Cover of book
For Administrators

'Blended' Offers Refreshingly Practical Guidance for Using Technology in Schools

By Brian Gatens January 20, 2015

Work as an educator long enough and you’ll see fads, beliefs and curricula come, go and resurface. It’s almost as if everything is on a big wheel and guaranteed to come around again eventually. All except for one thing:

Technology

The steady drumbeat that the newest gadget — Copiers! Document Cameras! Desktops! Smartboards! etc. etc. — will miraculously solve all of our problems has been around for as long as I can remember. Schools can’t seem to resist the latest bright, shiny objects, especially when entire industries have arisen to provide fresh temptations.

Cover of book "Blended: Using Disruptive Innovation to Improve Schools"So it was with a jaundiced eye that I approached, “Blended: Using Disruptive Innovation to Improve Schools” by Heather Staker and Michael B. Horn. Expecting another book consisting of, “If you just do X, then Y will happen, and all of this will be made possible through the use of Z,” I was pleasantly surprised to find “Blended” suggesting a logical, step-by-step approach for schools to integrate technology and introduce innovative classroom practices. It was a refreshing contrast to books that are long on promises but short on results.

“Blended” is a resource for school administrators learning about the possibilities of technology and school-based teams working on bringing change to their classrooms. The book makes no promises. Rather, it provides guidance for schools that want to avoid trading away capital and credibility thorough a poor technology introduction.

Broken down into four parts, “Blended” goes from theory to practice:

Understanding

What problem does your school need to solve through technology? The authors were clear that adding computers and technology to a current teaching environment will serve only to keep that structure in place. “Bolting” a computer to the classroom will prove frustrating and ultimately fail, creating disillusionment that squanders goodwill and credibility. It’s essential to be able to verbalize the issues your technology will address and explain how you arrived at that conclusion.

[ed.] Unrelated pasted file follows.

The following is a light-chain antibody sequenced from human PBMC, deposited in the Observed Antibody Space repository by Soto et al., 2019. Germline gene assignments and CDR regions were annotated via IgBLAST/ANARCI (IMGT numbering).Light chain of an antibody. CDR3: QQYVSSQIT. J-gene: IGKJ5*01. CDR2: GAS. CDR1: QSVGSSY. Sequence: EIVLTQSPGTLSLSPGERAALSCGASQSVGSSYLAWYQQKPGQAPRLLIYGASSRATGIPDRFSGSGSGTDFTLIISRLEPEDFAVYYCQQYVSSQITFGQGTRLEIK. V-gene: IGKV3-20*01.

Mobilizing

Teams will be needed at the district and school levels to lead a disruptive initiative. What should the team structure look like? Teams can take any number of shapes, so it’s essential for administrators to create the best structures and invite the right people to take part. It’s also important that both supporters and detractors of disruptive technology be brought into the conversation. Freezing out anyone offers a contrary opinion will undermine the effort’s credibility with the staff. Bring everyone into the conversation.

Designing

What will the new structure look like and how will the technology be used? After districts have established the problem to be solved and brought the right people together (inside the best team setting), the next step is to restructure the school and classroom. There are a variety of ways that this can be done; the key is to conduct research (including site visits) to help inform the team’s decision on how to design the initiative.

Implementing

Why is it important that the physical technology be brought last into the process? Rolling out any major change in a school’s structure requires a slow, deliberate and nuanced approach taking into account all of the needs that came out during the earlier investigative process. Along with a strong implementation, the administration must be prepared to adjust on the fly, including slowing down the implementation or anticipating unexpected events like budget crunches and technology concerns.

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